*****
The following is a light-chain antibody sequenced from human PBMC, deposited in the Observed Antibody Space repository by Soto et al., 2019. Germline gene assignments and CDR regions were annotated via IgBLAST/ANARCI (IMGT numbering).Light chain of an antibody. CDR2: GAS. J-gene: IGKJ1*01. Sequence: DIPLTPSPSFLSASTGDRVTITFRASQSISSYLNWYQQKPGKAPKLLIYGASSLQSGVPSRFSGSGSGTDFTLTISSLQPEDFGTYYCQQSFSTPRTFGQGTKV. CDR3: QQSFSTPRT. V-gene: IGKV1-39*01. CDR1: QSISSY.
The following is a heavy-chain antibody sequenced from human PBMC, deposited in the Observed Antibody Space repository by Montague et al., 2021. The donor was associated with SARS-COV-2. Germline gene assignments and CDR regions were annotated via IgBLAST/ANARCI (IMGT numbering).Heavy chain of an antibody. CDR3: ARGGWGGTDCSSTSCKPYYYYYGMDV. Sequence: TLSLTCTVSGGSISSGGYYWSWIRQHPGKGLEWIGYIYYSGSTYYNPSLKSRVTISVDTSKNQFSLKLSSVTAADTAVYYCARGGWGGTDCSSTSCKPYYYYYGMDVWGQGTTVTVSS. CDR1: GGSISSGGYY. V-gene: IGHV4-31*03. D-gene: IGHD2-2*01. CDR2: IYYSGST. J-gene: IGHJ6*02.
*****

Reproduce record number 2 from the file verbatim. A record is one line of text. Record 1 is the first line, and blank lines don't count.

The following is a heavy-chain antibody sequenced from human PBMC, deposited in the Observed Antibody Space repository by Montague et al., 2021. The donor was associated with SARS-COV-2. Germline gene assignments and CDR regions were annotated via IgBLAST/ANARCI (IMGT numbering).Heavy chain of an antibody. CDR3: ARGGWGGTDCSSTSCKPYYYYYGMDV. Sequence: TLSLTCTVSGGSISSGGYYWSWIRQHPGKGLEWIGYIYYSGSTYYNPSLKSRVTISVDTSKNQFSLKLSSVTAADTAVYYCARGGWGGTDCSSTSCKPYYYYYGMDVWGQGTTVTVSS. CDR1: GGSISSGGYY. V-gene: IGHV4-31*03. D-gene: IGHD2-2*01. CDR2: IYYSGST. J-gene: IGHJ6*02.